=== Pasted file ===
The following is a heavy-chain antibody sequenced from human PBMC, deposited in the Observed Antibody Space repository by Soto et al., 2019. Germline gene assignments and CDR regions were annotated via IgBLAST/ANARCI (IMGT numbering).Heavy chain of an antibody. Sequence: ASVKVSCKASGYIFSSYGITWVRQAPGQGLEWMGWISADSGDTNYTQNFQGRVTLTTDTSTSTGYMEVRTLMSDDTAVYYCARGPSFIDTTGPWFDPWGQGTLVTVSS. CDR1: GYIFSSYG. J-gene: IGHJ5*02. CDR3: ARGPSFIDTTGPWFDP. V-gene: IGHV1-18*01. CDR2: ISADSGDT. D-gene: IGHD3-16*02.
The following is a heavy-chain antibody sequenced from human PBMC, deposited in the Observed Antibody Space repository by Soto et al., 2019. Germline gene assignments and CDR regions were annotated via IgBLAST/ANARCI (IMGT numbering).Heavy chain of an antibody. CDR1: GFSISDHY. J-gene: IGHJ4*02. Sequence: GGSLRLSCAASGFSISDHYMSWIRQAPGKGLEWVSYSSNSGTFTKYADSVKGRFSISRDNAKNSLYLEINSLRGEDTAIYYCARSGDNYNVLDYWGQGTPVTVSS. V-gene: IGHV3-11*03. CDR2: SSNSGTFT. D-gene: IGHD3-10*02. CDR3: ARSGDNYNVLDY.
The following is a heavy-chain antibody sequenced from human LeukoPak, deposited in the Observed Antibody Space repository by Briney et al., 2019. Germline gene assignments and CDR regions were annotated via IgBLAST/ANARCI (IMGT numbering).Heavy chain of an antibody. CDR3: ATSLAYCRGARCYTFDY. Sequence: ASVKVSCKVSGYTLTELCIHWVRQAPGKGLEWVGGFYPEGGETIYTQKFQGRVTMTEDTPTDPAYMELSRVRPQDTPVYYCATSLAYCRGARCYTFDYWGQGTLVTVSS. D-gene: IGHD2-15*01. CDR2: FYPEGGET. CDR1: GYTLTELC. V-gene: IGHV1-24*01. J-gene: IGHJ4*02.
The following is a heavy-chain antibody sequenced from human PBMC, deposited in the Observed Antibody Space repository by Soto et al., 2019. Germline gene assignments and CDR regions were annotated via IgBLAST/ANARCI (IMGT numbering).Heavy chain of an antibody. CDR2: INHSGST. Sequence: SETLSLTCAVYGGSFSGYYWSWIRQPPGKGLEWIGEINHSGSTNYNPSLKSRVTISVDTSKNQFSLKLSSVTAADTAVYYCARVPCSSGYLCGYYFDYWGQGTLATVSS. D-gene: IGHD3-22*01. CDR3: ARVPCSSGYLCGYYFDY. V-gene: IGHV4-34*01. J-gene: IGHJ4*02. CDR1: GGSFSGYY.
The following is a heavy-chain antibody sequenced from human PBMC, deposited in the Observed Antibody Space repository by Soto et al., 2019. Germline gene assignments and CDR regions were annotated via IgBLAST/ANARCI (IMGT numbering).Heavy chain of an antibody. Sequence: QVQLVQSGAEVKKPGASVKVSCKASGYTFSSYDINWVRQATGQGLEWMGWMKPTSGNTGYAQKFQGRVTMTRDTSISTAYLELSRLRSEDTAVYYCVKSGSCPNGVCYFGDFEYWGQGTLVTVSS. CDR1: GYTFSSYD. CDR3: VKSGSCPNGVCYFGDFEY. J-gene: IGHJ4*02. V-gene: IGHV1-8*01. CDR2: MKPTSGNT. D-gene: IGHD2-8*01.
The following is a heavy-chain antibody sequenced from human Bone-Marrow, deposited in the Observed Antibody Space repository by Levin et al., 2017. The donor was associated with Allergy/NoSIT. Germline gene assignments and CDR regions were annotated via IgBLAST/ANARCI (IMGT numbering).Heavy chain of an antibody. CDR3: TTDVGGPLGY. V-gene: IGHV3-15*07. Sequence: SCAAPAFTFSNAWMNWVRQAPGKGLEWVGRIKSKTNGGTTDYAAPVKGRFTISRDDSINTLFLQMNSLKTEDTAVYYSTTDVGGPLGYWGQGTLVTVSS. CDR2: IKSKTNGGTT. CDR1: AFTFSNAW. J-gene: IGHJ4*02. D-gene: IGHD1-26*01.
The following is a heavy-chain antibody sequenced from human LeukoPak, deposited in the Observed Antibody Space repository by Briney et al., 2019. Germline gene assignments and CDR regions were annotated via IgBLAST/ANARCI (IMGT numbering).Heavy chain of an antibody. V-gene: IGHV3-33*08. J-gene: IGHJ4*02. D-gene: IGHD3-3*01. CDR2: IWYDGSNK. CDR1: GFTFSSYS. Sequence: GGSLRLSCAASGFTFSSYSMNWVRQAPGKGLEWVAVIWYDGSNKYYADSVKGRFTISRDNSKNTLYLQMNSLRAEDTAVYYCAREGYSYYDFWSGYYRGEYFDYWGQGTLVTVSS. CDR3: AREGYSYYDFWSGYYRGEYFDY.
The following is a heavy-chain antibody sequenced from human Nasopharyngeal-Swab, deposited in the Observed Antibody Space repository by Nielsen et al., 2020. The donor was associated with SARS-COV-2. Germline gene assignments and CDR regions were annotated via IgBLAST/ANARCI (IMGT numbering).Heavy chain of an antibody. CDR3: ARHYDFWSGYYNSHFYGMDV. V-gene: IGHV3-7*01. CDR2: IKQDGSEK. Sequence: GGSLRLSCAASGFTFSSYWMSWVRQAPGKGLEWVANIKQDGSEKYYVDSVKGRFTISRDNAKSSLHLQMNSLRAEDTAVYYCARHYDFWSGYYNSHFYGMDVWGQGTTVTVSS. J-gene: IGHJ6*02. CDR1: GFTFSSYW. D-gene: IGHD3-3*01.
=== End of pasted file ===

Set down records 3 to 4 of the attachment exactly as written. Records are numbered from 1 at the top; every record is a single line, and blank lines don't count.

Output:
The following is a heavy-chain antibody sequenced from human LeukoPak, deposited in the Observed Antibody Space repository by Briney et al., 2019. Germline gene assignments and CDR regions were annotated via IgBLAST/ANARCI (IMGT numbering).Heavy chain of an antibody. CDR3: ATSLAYCRGARCYTFDY. Sequence: ASVKVSCKVSGYTLTELCIHWVRQAPGKGLEWVGGFYPEGGETIYTQKFQGRVTMTEDTPTDPAYMELSRVRPQDTPVYYCATSLAYCRGARCYTFDYWGQGTLVTVSS. D-gene: IGHD2-15*01. CDR2: FYPEGGET. CDR1: GYTLTELC. V-gene: IGHV1-24*01. J-gene: IGHJ4*02.
The following is a heavy-chain antibody sequenced from human PBMC, deposited in the Observed Antibody Space repository by Soto et al., 2019. Germline gene assignments and CDR regions were annotated via IgBLAST/ANARCI (IMGT numbering).Heavy chain of an antibody. CDR2: INHSGST. Sequence: SETLSLTCAVYGGSFSGYYWSWIRQPPGKGLEWIGEINHSGSTNYNPSLKSRVTISVDTSKNQFSLKLSSVTAADTAVYYCARVPCSSGYLCGYYFDYWGQGTLATVSS. D-gene: IGHD3-22*01. CDR3: ARVPCSSGYLCGYYFDY. V-gene: IGHV4-34*01. J-gene: IGHJ4*02. CDR1: GGSFSGYY.